Times have changed. Years ago, while bullying existed in our schools and open spaces, home remained a safe-haven where children and young people could retreat and feel safe. Today, however, our children are not afforded this luxury. Bullying often continues long after the school day has ended and the challenge for parents is how we can best support our children when they’re going through a difficult time.

Give them your time

Having a non-judgmental, calm ear that they can talk to, whenever they feel the need, is the most important thing you can offer to your child when they’re being bullied. As a parent, your instinct will be to sort the problem out, to fix things. That is not what your child needs at first. Make it clear that you are there for them and encourage them to speak to you every day. Reassure them. Let them know that whatever they are going through is not their fault and that together you will sort it out.

Give them an outlet

When you have been bullied, you start to feel as though everyone is against you. It is hard for you to recognise happiness and joy in your life. Encourage your child to write things down. By asking them to keep a diary, you are helping to serve two purposes. Firstly, it becomes easier to keep track off the bullying incidences and monitor for escalation. But more importantly, it can really help us show our children that even in difficult times, goodness exists. Let your child know that the diary is for their eyes only, but do take the time to talk to them about what they have written and to talk about their experiences, good and bad.

Give them some coping strategies

Helping to build your child’s confidence by giving them tools and techniques they can use when they’re being bullied can really help them take some control back. This is important to prevent them from feeling powerless. Talk to your child about where to go and who to speak to when they are feeling vulnerable and need to escape. Help them to identify five people who they can go to if they are worried or concerned – this list should include people both inside and outside school.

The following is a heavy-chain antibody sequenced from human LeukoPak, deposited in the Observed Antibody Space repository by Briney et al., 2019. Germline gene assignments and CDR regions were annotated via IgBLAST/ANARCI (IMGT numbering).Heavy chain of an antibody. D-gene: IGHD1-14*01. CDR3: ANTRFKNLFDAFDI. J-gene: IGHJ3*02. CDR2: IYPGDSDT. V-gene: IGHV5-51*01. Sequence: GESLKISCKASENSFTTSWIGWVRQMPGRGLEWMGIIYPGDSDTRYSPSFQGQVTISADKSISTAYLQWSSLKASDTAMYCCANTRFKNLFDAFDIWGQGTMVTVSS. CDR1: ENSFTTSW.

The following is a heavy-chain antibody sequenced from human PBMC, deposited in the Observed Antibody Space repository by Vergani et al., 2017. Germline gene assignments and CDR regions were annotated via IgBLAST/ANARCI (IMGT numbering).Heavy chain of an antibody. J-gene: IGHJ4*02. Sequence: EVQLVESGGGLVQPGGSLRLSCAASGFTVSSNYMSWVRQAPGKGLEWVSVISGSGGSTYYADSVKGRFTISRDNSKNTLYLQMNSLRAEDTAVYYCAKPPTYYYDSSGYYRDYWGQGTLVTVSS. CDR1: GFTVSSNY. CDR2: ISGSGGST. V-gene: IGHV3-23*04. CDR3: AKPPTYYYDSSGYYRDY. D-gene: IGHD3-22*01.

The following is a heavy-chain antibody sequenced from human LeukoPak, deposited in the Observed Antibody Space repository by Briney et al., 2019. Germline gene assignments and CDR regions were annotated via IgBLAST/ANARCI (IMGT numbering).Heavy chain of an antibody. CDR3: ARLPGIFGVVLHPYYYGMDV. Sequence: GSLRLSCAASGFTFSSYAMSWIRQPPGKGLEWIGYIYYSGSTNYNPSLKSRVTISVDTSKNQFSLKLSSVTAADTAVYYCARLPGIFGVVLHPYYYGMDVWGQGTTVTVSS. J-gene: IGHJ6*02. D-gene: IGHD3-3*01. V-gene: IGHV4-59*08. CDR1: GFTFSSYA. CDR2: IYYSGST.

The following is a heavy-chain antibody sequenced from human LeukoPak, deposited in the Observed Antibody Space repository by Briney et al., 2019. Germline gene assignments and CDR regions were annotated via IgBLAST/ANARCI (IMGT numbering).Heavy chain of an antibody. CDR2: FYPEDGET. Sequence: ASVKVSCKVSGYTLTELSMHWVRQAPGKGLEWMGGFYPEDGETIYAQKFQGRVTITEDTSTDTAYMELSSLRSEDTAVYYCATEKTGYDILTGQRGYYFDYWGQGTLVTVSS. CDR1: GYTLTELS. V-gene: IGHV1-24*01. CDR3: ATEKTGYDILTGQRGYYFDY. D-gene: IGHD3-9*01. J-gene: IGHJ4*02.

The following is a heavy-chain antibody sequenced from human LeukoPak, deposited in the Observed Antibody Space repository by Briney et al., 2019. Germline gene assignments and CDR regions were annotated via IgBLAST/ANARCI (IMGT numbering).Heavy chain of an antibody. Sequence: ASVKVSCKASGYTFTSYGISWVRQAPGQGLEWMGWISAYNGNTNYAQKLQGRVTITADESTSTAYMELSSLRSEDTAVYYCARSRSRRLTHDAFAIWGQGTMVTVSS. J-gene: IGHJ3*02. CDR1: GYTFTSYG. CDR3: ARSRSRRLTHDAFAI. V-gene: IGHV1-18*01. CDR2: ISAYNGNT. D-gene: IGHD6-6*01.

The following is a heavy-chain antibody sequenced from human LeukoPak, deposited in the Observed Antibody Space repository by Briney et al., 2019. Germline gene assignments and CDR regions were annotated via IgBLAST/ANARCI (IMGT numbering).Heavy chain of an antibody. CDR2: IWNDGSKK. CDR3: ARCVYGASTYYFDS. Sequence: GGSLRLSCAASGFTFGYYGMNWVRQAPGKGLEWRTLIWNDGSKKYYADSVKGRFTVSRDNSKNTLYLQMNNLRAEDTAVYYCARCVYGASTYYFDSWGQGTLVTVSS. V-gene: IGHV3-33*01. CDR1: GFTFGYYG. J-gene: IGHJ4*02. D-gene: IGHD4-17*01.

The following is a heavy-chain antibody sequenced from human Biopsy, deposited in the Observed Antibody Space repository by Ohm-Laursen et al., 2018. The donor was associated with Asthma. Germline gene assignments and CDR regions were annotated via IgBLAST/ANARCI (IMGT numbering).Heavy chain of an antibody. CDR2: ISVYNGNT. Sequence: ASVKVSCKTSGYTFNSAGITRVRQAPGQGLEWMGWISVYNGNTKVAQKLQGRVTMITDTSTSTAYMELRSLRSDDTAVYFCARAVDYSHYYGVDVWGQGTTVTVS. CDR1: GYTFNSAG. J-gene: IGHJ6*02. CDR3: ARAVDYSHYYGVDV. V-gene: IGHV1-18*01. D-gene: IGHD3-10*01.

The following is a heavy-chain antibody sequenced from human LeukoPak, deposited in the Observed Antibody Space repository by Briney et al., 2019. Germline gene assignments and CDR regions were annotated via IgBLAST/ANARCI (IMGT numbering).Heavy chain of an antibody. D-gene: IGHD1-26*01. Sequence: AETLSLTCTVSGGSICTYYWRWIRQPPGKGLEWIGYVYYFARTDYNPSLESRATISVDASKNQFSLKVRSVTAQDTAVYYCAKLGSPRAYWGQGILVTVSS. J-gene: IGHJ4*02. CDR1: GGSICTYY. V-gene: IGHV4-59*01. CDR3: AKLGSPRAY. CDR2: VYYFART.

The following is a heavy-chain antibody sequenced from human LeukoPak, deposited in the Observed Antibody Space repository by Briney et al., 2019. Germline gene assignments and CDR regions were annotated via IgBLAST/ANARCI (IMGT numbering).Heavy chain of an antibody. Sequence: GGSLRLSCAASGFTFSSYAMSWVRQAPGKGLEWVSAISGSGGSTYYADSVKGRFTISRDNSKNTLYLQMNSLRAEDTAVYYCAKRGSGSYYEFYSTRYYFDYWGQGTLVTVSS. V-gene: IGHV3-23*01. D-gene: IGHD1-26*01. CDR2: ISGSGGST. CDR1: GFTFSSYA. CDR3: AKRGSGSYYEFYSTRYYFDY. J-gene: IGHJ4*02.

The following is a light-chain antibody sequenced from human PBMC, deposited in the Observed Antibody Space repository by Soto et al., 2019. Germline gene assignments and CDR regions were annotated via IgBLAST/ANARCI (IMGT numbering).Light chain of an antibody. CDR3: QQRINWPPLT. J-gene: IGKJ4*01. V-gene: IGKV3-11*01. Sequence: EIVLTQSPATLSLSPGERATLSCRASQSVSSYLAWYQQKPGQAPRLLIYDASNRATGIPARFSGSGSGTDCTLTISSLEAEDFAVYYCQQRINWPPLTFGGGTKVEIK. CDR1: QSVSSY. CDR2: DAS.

Give them some assertiveness tips

When you are being bullied your self-confidence takes a real battering. Unfortunately this can sometimes leave you more vulnerable and an ‘easy target’ for bullies. Coaching your child – through role playing – to be more assertive, will really help them to build back their confidence. Show them the difference that positive body language and eye contact can make when dealing with others and help them appreciate when to stand tall and when to remove themselves from a situation.

Give them some ‘off’ time

Nowadays, we live our lives online. Cyber bullying is becoming increasingly common among teenagers and it’s especially hard for people to escape. As parents, we need to take control. Make sure your child has some ‘off’ time at home to switch off, particularly around bedtime. Work with your child to monitor their social media and take screen shots of anything that you deem inappropriate.

Remember – and always remind your child - that bullying can happen to anyone, at any time. It is not a reflection of the person. If you’re worried that your child is suffering, this previous blog on bullying will help you spot the signs: